LumimexLuminex Home Décor & Fragrance is launching new products and investing in technology. By Kat Zeman

Luminex Home Décor & Fragrance is looking forward to an exciting fall season for its Candle-lite Company and PartyLite businesses.

Founded in May 2016, the Cincinnati-based company is the result of a merger between Candle-lite and PartyLite. Under the umbrella of Luminex, the two brands are launching a variety of new candles and accessories this fall.

Busy BeeBusy Bee is spreading its wings in Florida and Georgia. By Kat Zeman

As queen bee, Elizabeth Waring knows she can catch more flies with honey than with vinegar. She watches over her colony with passion and works hard to keep it productive.

“I couldn’t be an effective leader without having an innate passion for every meticulous detail about our Busy Bee brand and the execution of our operations,” says Waring, president and CEO of Busy Bee Convenience Stores. “Everything that we build in and around our brand represents our passion and vision coming to fruition … We want our hives to be the destination for our guests.”

Family owned since 1935, Busy Bee operates a total of 18 convenience stores in Florida and Georgia, where it plans to expand in the next few years. Though it has no immediate plans to franchise, “it’s something that we are open to as we grow,” Waring says.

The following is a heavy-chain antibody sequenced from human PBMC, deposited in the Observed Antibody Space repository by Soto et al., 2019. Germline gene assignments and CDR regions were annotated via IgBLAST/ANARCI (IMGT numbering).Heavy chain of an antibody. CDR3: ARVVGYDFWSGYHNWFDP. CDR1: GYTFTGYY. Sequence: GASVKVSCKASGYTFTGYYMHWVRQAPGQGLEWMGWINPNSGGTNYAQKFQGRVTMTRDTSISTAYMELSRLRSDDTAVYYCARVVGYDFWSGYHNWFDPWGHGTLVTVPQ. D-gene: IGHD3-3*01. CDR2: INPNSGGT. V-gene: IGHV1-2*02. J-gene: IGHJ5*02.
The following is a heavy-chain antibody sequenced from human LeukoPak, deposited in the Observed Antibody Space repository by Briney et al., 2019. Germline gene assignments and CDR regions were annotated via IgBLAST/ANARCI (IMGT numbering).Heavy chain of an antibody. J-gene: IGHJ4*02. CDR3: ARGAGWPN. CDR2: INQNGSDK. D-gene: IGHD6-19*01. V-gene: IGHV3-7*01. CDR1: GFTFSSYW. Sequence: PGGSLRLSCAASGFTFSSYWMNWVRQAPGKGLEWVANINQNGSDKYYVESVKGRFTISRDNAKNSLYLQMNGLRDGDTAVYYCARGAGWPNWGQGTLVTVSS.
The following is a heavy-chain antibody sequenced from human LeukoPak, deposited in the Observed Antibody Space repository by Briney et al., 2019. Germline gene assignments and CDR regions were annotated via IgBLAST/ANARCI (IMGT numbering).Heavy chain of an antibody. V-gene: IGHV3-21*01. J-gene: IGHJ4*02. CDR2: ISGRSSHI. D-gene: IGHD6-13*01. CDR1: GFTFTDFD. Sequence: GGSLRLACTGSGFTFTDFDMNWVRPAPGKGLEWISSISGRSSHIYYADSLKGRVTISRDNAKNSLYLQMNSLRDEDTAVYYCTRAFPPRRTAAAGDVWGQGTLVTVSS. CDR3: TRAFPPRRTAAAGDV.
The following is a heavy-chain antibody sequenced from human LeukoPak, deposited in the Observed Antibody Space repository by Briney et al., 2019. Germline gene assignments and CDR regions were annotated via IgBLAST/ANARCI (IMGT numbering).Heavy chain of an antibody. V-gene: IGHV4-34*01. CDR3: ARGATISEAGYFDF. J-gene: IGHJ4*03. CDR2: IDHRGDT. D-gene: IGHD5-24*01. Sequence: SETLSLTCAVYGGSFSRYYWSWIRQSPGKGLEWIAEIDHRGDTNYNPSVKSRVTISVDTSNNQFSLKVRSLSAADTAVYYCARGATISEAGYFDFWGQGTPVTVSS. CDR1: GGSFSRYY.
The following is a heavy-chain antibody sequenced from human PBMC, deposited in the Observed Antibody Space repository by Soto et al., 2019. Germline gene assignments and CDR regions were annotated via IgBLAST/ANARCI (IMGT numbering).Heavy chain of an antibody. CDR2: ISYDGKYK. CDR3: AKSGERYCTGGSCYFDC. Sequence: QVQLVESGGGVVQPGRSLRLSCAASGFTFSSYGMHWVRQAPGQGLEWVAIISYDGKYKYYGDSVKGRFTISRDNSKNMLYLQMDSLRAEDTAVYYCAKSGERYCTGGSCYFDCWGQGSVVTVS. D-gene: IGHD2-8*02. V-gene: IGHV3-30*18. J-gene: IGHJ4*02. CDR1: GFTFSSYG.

Coen OilCoen is far from finished in making its business better. By Alan Dorich

Coen Oil Company thrives as a family owned business in its home state of Pennsylvania. “We were born here and raised here in our market,” Chairman Charles C. McIlvaine declares, noting that the Coen name has consumer recognition locally. “We have a very long history of serving our customers since 1923, and have a track record of community involvement.”

Based in Washington, Pa., Coen operates convenience stores, distributes petroleum and provides energy field services. Coen began in 1923 with World War I war bonds funding two trucks that hauled fuel for customers. Later, McIlvaine’s grandfather Charles Coen grew the company to be one of the largest jobberships East of the Mississippi with over 400 dealer locations.

“The original direct operation store was located across the street from our old headquarters and provided a daily reminder of our roots,” McIlvaine explains. McIlvaine and his brother, Andy, who is the company’s president, bought Coen in 2000 from various family members. Today, it has multiple businesses, including Coen Energy, one of the largest fuel distribution and energy services companies in the Pittsburgh area; Coen Tire, a retail tire platform; and Coen Transport, a commercial fuel hauler.